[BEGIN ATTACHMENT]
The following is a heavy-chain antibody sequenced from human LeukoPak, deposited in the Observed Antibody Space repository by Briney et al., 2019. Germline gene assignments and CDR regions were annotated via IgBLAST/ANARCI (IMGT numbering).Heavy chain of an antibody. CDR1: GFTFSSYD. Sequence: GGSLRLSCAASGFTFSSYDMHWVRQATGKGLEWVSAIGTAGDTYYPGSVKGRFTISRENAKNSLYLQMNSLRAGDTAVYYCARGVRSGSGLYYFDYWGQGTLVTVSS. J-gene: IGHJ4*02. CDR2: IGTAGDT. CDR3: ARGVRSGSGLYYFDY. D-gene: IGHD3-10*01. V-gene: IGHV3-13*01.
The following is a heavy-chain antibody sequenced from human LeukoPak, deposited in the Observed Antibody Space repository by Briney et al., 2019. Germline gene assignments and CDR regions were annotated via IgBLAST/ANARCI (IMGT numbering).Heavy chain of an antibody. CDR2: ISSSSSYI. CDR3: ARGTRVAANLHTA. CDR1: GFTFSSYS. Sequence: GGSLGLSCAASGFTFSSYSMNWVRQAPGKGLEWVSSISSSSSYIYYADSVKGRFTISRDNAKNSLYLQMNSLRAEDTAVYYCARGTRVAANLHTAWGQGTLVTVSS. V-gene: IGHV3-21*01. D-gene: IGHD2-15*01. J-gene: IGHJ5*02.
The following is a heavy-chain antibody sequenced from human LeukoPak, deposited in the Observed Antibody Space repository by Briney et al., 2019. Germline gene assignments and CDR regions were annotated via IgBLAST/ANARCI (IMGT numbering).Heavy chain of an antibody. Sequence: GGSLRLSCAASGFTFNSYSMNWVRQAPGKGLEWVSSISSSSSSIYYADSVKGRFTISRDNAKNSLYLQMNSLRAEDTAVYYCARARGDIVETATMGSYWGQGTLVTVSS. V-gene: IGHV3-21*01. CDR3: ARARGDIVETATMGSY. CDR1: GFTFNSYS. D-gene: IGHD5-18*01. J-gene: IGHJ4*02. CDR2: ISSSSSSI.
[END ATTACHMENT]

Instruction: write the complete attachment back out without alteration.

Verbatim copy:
The following is a heavy-chain antibody sequenced from human LeukoPak, deposited in the Observed Antibody Space repository by Briney et al., 2019. Germline gene assignments and CDR regions were annotated via IgBLAST/ANARCI (IMGT numbering).Heavy chain of an antibody. CDR1: GFTFSSYD. Sequence: GGSLRLSCAASGFTFSSYDMHWVRQATGKGLEWVSAIGTAGDTYYPGSVKGRFTISRENAKNSLYLQMNSLRAGDTAVYYCARGVRSGSGLYYFDYWGQGTLVTVSS. J-gene: IGHJ4*02. CDR2: IGTAGDT. CDR3: ARGVRSGSGLYYFDY. D-gene: IGHD3-10*01. V-gene: IGHV3-13*01.
The following is a heavy-chain antibody sequenced from human LeukoPak, deposited in the Observed Antibody Space repository by Briney et al., 2019. Germline gene assignments and CDR regions were annotated via IgBLAST/ANARCI (IMGT numbering).Heavy chain of an antibody. CDR2: ISSSSSYI. CDR3: ARGTRVAANLHTA. CDR1: GFTFSSYS. Sequence: GGSLGLSCAASGFTFSSYSMNWVRQAPGKGLEWVSSISSSSSYIYYADSVKGRFTISRDNAKNSLYLQMNSLRAEDTAVYYCARGTRVAANLHTAWGQGTLVTVSS. V-gene: IGHV3-21*01. D-gene: IGHD2-15*01. J-gene: IGHJ5*02.
The following is a heavy-chain antibody sequenced from human LeukoPak, deposited in the Observed Antibody Space repository by Briney et al., 2019. Germline gene assignments and CDR regions were annotated via IgBLAST/ANARCI (IMGT numbering).Heavy chain of an antibody. Sequence: GGSLRLSCAASGFTFNSYSMNWVRQAPGKGLEWVSSISSSSSSIYYADSVKGRFTISRDNAKNSLYLQMNSLRAEDTAVYYCARARGDIVETATMGSYWGQGTLVTVSS. V-gene: IGHV3-21*01. CDR3: ARARGDIVETATMGSY. CDR1: GFTFNSYS. D-gene: IGHD5-18*01. J-gene: IGHJ4*02. CDR2: ISSSSSSI.